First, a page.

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ORIGINAL ARTICLE
Year : 2019  |  Volume : 8  |  Issue : 1  |  Page : 160

Effect of positive psychology interventions on psychological well-being of midwives: A randomized clinical trial


1 Department of Midwifery, Faculty of Nursing and Midwifery of Mashhad University of Medical Sciences, Mashhad; Department of Midwifery, Faculty of Medicine, Social Development and Health Promotion Research Center, Gonabad University of Medical Sciences, Gonabad, Iran
2 Department of Midwifery, School of Nursing and Midwifery, Evidence-Based Care Research Centre, Mashhad University of Medical Sciences, Mashhad, Iran
3 Department of Psychology and Educational Sciences, University of Isfahan, Isfahan, Iran
4 Department of Epidemiology and Biostatistics, University of Medical Sciences, Mashhad, Iran
5 Department of Clinical Psychology, Ebne Sina Hospital, Mashhad University of Medical Sciences, Mashhad, Iran

Correspondence Address:
Ms. Zahra Abedian
Instructor (Emeritus), Department of Midwifery, Evidence-Based Care Research Center, School of Nursing and Midwifery, Mashhad University of Medical Sciences, Mashhad
Iran
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Source of Support: None, Conflict of Interest: None


DOI: 10.4103/jehp.jehp_17_19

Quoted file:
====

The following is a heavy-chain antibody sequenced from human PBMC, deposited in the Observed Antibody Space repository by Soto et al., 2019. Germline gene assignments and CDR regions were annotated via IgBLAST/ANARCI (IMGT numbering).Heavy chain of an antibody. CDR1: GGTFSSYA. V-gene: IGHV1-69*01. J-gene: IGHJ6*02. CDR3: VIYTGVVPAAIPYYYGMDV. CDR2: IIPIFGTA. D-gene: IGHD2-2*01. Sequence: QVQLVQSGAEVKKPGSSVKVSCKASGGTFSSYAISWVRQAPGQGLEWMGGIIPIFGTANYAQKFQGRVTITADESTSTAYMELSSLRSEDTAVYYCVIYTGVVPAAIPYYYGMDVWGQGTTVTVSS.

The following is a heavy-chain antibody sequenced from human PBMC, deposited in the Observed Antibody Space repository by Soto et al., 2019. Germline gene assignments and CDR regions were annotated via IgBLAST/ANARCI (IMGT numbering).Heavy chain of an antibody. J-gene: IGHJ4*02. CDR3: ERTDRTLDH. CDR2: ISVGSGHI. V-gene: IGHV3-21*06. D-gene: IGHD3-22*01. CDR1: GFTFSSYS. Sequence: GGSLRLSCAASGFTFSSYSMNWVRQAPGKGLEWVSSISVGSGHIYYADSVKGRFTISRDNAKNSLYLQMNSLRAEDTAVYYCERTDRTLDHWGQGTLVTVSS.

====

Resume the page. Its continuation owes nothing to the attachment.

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BACKGROUND: The psychological well-being of midwives is very important in the context of providing health services to two vulnerable groups of society, namely, mothers and infants. Therefore, the present study was conducted aiming to investigate the effect of positive psychological interventions on the psychological well-being of midwives. MATERIALS AND METHODS: The present study was a randomized clinical trial with pretest-posttest design along with a control group. The statistical population of the study included all midwives working in community health centers of Mashhad City, Iran, which were first selected through cluster sampling method from five health centers of the city, i.e. centers 1 and 3. Then, all centers and subsidiary bases of these centers were listed, and the centers and bases were divided into two groups of intervention and control by simple random allocation method. Sixty respondents were randomly assigned to two equal intervention and control groups and responded to the Ryff's Psychological Well-being questionnaire in two stages of pretest and posttest. Educational interventions based on interventions, including Seligman's PERMA model, in which psychological well-being is defined in terms of five domains namely positive emotions (P), engagement (E), relationships (R), meaning (M), and accomplishment (A), were conducted in eight sessions of 2 h (two sessions per week). Data were analyzed using independent t-test, paired t-test, Mann–Whitney test, and Wilcoxon test. RESULTS: There was a significant difference between the posttest scores of the two intervention and control groups in the total psychological well-being variable (P < 0.001). CONCLUSION: Given the findings of the study, it is suggested to use the Seligman's PERMA model to improve the psychological well-being of midwives in health centers.


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